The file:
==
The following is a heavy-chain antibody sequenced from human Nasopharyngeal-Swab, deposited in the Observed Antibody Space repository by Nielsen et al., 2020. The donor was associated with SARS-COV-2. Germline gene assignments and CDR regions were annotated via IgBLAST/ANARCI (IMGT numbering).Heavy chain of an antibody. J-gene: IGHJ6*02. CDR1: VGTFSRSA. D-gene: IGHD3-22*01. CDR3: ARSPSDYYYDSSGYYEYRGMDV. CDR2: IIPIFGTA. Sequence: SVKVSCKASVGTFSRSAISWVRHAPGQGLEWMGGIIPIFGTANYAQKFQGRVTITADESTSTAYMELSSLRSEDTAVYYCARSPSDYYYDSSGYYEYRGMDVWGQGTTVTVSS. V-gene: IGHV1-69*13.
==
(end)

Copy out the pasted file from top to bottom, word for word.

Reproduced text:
The following is a heavy-chain antibody sequenced from human Nasopharyngeal-Swab, deposited in the Observed Antibody Space repository by Nielsen et al., 2020. The donor was associated with SARS-COV-2. Germline gene assignments and CDR regions were annotated via IgBLAST/ANARCI (IMGT numbering).Heavy chain of an antibody. J-gene: IGHJ6*02. CDR1: VGTFSRSA. D-gene: IGHD3-22*01. CDR3: ARSPSDYYYDSSGYYEYRGMDV. CDR2: IIPIFGTA. Sequence: SVKVSCKASVGTFSRSAISWVRHAPGQGLEWMGGIIPIFGTANYAQKFQGRVTITADESTSTAYMELSSLRSEDTAVYYCARSPSDYYYDSSGYYEYRGMDVWGQGTTVTVSS. V-gene: IGHV1-69*13.